I first saw Hazey in February, and straight away I thought he stood out as a star. He was from Liverpool, he was fresh. I want to sign artists who bring something new and different to the table. A lot of rappers in the UK are all ‘bad man, bad man’, but this was different.

Everybody wanted to sign him, but from the beginning, he was like, Carl, I’m with you.

What is it about Colombia that made you want to join the team?

Columbia’s the best label at Sony, headed by one of the best businessmen in the industry, Ferdy.

They’ve got the best artists – Harry Styles, Adele, Calvin Harris; they’re about careers. They’re not about singles or tracks, they’re about building artists up properly.

What makes a good A&R person today, what are the most important skills?

A good A&R person must know exactly what’s going on on social media, that’s so important right now. And, of course, you must know a quality song. Not necessarily what you like, you’ve got to know what the kids like.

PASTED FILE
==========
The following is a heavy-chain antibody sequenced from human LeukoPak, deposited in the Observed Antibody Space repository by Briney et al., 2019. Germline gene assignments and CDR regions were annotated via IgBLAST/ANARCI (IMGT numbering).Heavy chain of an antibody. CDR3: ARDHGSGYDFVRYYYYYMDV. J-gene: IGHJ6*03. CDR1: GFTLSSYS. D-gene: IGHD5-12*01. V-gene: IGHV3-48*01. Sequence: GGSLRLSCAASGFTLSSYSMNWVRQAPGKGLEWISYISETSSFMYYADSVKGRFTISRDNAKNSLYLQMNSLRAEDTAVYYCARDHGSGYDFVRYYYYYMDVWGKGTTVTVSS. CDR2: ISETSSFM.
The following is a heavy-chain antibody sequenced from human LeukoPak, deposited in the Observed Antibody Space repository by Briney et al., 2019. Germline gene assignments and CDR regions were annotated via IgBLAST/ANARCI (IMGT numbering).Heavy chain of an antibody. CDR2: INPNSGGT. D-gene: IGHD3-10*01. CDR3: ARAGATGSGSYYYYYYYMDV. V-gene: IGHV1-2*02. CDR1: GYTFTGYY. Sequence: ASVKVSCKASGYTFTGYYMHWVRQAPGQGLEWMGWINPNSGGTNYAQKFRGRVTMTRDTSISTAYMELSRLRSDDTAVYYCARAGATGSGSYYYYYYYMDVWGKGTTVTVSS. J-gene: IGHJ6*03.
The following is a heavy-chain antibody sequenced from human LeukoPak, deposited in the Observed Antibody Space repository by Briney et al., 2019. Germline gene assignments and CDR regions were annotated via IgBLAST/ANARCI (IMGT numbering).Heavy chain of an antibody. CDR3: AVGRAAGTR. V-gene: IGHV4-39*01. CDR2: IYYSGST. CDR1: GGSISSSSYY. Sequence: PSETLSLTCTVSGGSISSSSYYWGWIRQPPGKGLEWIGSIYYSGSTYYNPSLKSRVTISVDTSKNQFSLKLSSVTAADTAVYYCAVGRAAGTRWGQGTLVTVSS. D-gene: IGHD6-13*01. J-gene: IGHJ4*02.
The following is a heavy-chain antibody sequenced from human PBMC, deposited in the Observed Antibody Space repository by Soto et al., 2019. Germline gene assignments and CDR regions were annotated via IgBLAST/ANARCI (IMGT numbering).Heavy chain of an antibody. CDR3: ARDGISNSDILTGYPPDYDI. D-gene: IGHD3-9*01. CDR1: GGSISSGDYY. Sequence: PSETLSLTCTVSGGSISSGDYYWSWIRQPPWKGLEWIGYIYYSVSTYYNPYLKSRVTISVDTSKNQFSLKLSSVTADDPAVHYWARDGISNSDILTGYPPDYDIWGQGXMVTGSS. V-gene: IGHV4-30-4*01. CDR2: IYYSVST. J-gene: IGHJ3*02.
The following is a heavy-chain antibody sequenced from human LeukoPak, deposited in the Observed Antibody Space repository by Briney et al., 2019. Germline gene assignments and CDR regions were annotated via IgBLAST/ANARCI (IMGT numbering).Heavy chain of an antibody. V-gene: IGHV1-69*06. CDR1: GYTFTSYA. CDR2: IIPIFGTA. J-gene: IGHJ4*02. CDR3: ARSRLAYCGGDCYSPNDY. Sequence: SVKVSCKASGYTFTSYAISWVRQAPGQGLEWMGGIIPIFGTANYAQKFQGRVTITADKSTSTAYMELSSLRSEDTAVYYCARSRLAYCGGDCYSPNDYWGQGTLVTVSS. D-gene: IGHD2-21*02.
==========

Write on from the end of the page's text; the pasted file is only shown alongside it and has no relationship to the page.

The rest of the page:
How do you go about discovering talent?

Connections are important, people are important, but it’s all about social media right now. I can spend the whole day on my phone today and I will find someone worth following up. That’s the game, really.

And is TikTok the main place to look?

It is now, yeah, but I look everywhere. I look on YouTube, SoundCloud, everywhere. You can’t just look on TikTok, because everyone’s seeing that. With the labels, if something’s popping on TikTok, everyone’s seen it and there’s a bidding war. That’s not A&R, is it?

I started managing ArrDee when he had 6,000 followers, he’s now got 1.1 million. I must know something! [laughs].

When you’ve secured a signing, what’s the most important thing you can do for an artist after that?